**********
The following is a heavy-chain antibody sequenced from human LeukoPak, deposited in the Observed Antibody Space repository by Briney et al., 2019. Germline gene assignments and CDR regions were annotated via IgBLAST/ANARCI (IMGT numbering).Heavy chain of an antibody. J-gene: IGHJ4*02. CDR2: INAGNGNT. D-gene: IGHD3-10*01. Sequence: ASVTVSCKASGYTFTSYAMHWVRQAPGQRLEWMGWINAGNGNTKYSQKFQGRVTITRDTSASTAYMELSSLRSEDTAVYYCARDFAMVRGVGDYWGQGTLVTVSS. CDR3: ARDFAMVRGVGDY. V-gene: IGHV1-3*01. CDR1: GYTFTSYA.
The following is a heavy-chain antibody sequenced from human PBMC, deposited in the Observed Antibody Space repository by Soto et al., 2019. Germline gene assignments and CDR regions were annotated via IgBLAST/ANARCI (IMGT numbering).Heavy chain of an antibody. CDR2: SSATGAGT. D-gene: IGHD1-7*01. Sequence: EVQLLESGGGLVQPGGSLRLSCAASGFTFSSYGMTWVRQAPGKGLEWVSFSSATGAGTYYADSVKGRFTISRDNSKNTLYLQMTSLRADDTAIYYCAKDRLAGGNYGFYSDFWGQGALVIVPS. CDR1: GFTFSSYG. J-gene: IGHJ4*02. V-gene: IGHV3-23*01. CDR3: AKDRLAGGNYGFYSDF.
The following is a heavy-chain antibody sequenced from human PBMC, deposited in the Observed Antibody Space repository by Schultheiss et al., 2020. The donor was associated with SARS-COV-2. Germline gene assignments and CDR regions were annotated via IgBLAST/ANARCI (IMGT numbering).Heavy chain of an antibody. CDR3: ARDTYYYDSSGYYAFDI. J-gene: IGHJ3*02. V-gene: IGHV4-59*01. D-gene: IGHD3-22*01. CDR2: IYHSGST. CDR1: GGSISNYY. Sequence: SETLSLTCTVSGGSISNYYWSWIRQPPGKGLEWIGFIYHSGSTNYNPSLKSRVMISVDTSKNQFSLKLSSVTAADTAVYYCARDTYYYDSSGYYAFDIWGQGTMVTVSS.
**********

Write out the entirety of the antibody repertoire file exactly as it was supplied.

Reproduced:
The following is a heavy-chain antibody sequenced from human LeukoPak, deposited in the Observed Antibody Space repository by Briney et al., 2019. Germline gene assignments and CDR regions were annotated via IgBLAST/ANARCI (IMGT numbering).Heavy chain of an antibody. J-gene: IGHJ4*02. CDR2: INAGNGNT. D-gene: IGHD3-10*01. Sequence: ASVTVSCKASGYTFTSYAMHWVRQAPGQRLEWMGWINAGNGNTKYSQKFQGRVTITRDTSASTAYMELSSLRSEDTAVYYCARDFAMVRGVGDYWGQGTLVTVSS. CDR3: ARDFAMVRGVGDY. V-gene: IGHV1-3*01. CDR1: GYTFTSYA.
The following is a heavy-chain antibody sequenced from human PBMC, deposited in the Observed Antibody Space repository by Soto et al., 2019. Germline gene assignments and CDR regions were annotated via IgBLAST/ANARCI (IMGT numbering).Heavy chain of an antibody. CDR2: SSATGAGT. D-gene: IGHD1-7*01. Sequence: EVQLLESGGGLVQPGGSLRLSCAASGFTFSSYGMTWVRQAPGKGLEWVSFSSATGAGTYYADSVKGRFTISRDNSKNTLYLQMTSLRADDTAIYYCAKDRLAGGNYGFYSDFWGQGALVIVPS. CDR1: GFTFSSYG. J-gene: IGHJ4*02. V-gene: IGHV3-23*01. CDR3: AKDRLAGGNYGFYSDF.
The following is a heavy-chain antibody sequenced from human PBMC, deposited in the Observed Antibody Space repository by Schultheiss et al., 2020. The donor was associated with SARS-COV-2. Germline gene assignments and CDR regions were annotated via IgBLAST/ANARCI (IMGT numbering).Heavy chain of an antibody. CDR3: ARDTYYYDSSGYYAFDI. J-gene: IGHJ3*02. V-gene: IGHV4-59*01. D-gene: IGHD3-22*01. CDR2: IYHSGST. CDR1: GGSISNYY. Sequence: SETLSLTCTVSGGSISNYYWSWIRQPPGKGLEWIGFIYHSGSTNYNPSLKSRVMISVDTSKNQFSLKLSSVTAADTAVYYCARDTYYYDSSGYYAFDIWGQGTMVTVSS.